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NHL Trade Deadline: Golden Knights acquire goalie Robin Lehner from Blackhawks, per report

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Did not see that one coming.

Chicago Blackhawks v Calgary Flames Photo by Terence Leung/NHLI via Getty Images

In a shocking turn of events, the Vegas Golden Knights pulled off a stunner with minutes to spare at the noon trade deadline, acquiring goalie Robin Lehner in a trade with the Chicago Blackhawks.

TSN’s Darren Dreger was first to report the move.

All together, it is a three-team trade involving the Golden Knights, Blackhawks and Toronto Maple Leafs. Chicago initially traded Lehner to Toronto, only for the Leafs to retain half of Lehner’s $5 million cap hit. Lehner was moved to Vegas for a 2021 fifth-round pick, and Toronto sent the rights to 22-year-old forward prospect Martins Dzierkals to the Golden Knights.

In return, the Blackhawks received Malcolm Subban, prospect defenseman Slava Demin, and a 2020 second-round pick from Vegas that was originally owned by the Pittsburgh Penguins.

The Golden Knights went into Monday’s trade deadline seemingly targeting a defenseman — one of Tyson Barrie, Sami Vatanen, or Eric Gustafsson. The price was clear for Barrie at about 6 a.m. Monday, per TSN’s Bob McKenzie; a first-round pick and a prospect. The Maple Leafs decided to retain Barrie at the buzzer.

Vatanen was traded to the Carolina Hurricanes, and Gustafsson was sent to the Calgary Flames.

Goaltending, however, did not appear to be the calling card for Vegas at the deadline, but apparently enough to trade for Lehner, a finalist for the Vezina Trophy in 2019 when he was a member of the New York Islanders. Lehner was the recipient of the 2019 Masterton Trophy.

Lehner started 46 games for the Islanders last season, going 25-13-5 as New York reached the second round of the Stanley Cup Playoffs. Lehner signed a one-year, $5 million deal with the Blackhawks on July 1. He’s 16-10-5 this season with a .918 save percentage and a 3.10 goals-against average in 2019-20.

At first glance, while unexpected, this is a win-now move for Vegas that can work. While Subban, 26, has time to eventually become a No. 1 goalie for an NHL team, the Golden Knights were not going to get anywhere over-utilizing Marc-Andre Fleury as they were. Subban filled in admirably while Fleury was on his leave of absence after the death of his father — 4-2-1 in seven starts with a .909 save percentage — but the consistency has not been there for Subban and his .890 save percentage this season.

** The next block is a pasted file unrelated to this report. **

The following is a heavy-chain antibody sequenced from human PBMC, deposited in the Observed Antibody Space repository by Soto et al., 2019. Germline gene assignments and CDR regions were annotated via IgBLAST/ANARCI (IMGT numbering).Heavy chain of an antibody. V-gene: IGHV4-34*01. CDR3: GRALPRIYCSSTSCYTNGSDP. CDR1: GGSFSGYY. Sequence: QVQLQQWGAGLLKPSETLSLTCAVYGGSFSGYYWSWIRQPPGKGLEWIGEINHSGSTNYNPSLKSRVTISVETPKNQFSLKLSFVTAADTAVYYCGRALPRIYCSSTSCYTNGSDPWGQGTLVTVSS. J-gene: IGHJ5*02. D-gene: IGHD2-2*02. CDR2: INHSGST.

One can make the argument that it would’ve helped Vegas to play Subban more — Subban had 63 starts with Vegas to Fleury’s 152 — but Subban allowed four goals or more in 21 of those starts. While another argument can be made about the play of the Golden Knights in front of Subban, it’s a numbers game, and they did not support Subban in that fashion.

And while the numbers also don’t support Lehner as of late (32 goals allowed in his past nine starts), consider who was playing in front of him. The Blackhawks, unsure whether they’re in a rebuild or not, are eight points back of the first wild card in the West. For as good as Lehner can be, he wasn’t going to save that team.

With 18 games remaining this season, the Golden Knights now hold two No. 1 goalies in their collective back pocket. While Fleury has rebounded to win his past four starts, his numbers remain pedestrian at best (25-14-5, .906 save percentage, 2.79 GAA). With Lehner, Pete DeBoer has more of a luxury knowing he has another goalie to go to should Fleury need rest.

The other glaring question: Is Lehner a rental? The Golden Knights will have $12 million committed to two top-tier goalies. Fleury, 35, has two years remaining on a four-year, $28 million extension ($7 million AAV) he signed following the inaugural season. How Vegas handles the goaltending situation this year and, really, beyond next, will be interesting.

This story will be updated following general manager Kelly McCrimmon’s availability this afternoon.